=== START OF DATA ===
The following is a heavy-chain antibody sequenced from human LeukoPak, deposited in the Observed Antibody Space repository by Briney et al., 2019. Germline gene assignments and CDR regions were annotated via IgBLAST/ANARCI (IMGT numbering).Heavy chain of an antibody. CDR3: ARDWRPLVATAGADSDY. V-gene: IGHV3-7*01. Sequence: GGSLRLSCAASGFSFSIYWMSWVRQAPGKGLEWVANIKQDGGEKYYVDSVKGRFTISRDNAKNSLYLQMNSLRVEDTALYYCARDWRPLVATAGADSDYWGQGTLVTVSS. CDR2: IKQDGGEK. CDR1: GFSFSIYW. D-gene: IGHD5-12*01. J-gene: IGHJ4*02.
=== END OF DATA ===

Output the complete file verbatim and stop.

The following is a heavy-chain antibody sequenced from human LeukoPak, deposited in the Observed Antibody Space repository by Briney et al., 2019. Germline gene assignments and CDR regions were annotated via IgBLAST/ANARCI (IMGT numbering).Heavy chain of an antibody. CDR3: ARDWRPLVATAGADSDY. V-gene: IGHV3-7*01. Sequence: GGSLRLSCAASGFSFSIYWMSWVRQAPGKGLEWVANIKQDGGEKYYVDSVKGRFTISRDNAKNSLYLQMNSLRVEDTALYYCARDWRPLVATAGADSDYWGQGTLVTVSS. CDR2: IKQDGGEK. CDR1: GFSFSIYW. D-gene: IGHD5-12*01. J-gene: IGHJ4*02.